Fleetwood Mac celebrates hits with help from Kid Rock
Yesterday's gone, as the song goes, but it was a celebration of yesterdays gone at the Palace of Auburn Hills on Wednesday night as Fleetwood Mac hit the stage for a 2 1/2 hour love fest honoring keyboardist Christine McVie's return to the band after a 16-year absence. It was an occasion to look back at the group's legacy with fresh eyes, even though it had only been a year since the band — sans McVie — had been here in concert.
Even Kid Rock got in on the action, hitting the stage midway through the show after Lindsey Buckingham dedicated "Big Love" to the hometown rocker and Stevie Nicks mentioned him during her intro to "Landslide." As "Landslide" was coming to a close, Rock hustled onto the stage — his American Badass trucker hat atop his head — and stood behind Nicks, wrapping his arms around her in a reverse bear hug. Rock's appearance brought the crowd to its feet and jump-started the show's revved-up second half.
Rock's walk-on aside, it was McVie's night to shine, and she brought a wave of early cheers two songs into the show when her signature vocals opened "You Make Loving Fun." "Thank you Detroit!" she exclaimed at the close of the song. (The current tour marks her first outing with the band since 1998's campaign behind "The Dance.")
"I guess you did notice there is yet another blonde on the stage," Nicks said after McVie's brief hellos. "Two blondes are better than one!" She then asked McVie, "where you been?" but the answer was beside the point. This tour is about the famously contentious band coming back together for one more go-round and fans having one more shot at seeing them back together.
The packed house proved there was plenty of interest in the billing, and the Rock and Roll Hall of Famers delivered a solid 24-song show of hits and album cuts from its long and winding history. Everyone got a chance to shine, from Mick Fleetwood's carnival ride drum solo in "World Turning" to Nicks' free-form interpretive dance during "Gold Dust Woman," but it was Buckingham's searing guitar solo during "I'm So Afraid" that was the night's highlight.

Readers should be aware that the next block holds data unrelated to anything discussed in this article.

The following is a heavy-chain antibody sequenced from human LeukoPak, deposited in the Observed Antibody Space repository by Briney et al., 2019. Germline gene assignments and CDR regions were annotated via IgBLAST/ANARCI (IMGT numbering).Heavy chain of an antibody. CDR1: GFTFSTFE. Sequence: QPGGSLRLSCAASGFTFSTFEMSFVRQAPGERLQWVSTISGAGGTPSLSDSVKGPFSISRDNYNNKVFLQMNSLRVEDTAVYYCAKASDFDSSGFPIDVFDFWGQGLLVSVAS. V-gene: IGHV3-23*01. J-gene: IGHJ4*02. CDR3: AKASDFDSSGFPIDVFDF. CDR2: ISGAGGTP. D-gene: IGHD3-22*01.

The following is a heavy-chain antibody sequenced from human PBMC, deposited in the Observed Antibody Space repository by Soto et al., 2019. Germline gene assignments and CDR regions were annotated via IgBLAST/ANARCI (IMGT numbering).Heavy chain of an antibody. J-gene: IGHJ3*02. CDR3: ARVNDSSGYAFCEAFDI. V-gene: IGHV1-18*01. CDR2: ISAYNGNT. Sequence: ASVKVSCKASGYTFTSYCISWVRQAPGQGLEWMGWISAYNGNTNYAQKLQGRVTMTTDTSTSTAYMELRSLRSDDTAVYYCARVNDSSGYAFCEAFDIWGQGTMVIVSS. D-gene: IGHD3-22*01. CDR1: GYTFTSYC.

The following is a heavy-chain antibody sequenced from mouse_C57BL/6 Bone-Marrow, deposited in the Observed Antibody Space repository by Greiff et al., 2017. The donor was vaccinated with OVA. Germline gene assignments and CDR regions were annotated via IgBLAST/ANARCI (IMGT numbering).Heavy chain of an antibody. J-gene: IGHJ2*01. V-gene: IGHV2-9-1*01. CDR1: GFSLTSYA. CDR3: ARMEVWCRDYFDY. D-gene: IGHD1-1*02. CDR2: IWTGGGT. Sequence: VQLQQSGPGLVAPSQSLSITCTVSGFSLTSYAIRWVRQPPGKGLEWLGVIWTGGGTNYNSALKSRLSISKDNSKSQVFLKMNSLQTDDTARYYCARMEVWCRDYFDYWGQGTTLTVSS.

The band's stage set-up was simple, with a largely open stage backed by a stage-length video screen that projected on-the-nose images cued to the songs (gold dust and a woman during "Gold Dust Woman," for example). The band was augmented by several auxiliary musicians and a trio of backup singers, who added ghostly howls to "Sisters of the Moon."
The interplay between the band members was lively, especially with Buckingham and Nicks, who took on "Landslide" together. Buckingham joined McVie at the close of the show for a poignant reading of "Songbird," a quiet capper on the night after a free-wheeling "Silver Springs" brought the first encore to its end.
It's clear McVie's return has energized the band, sparking "a brand new, beautiful, profound, poetic chapter that will bear much fruit," as Buckingham put it at one point. Yet for all the talk about the group's future, Wednesday's show was a nostalgia play, the youngest songs in the set older than this year's Rock Hall nominees. Not that there's anything wrong with that, and there's plenty to be said for playing the hits to a receptive audience. But call it what it is.
"Don't Stop" came late in the show, and while the song's and the band's optimistic message still rings, it's an ironic anthem for a band that is focused on raising a glass to yesterday.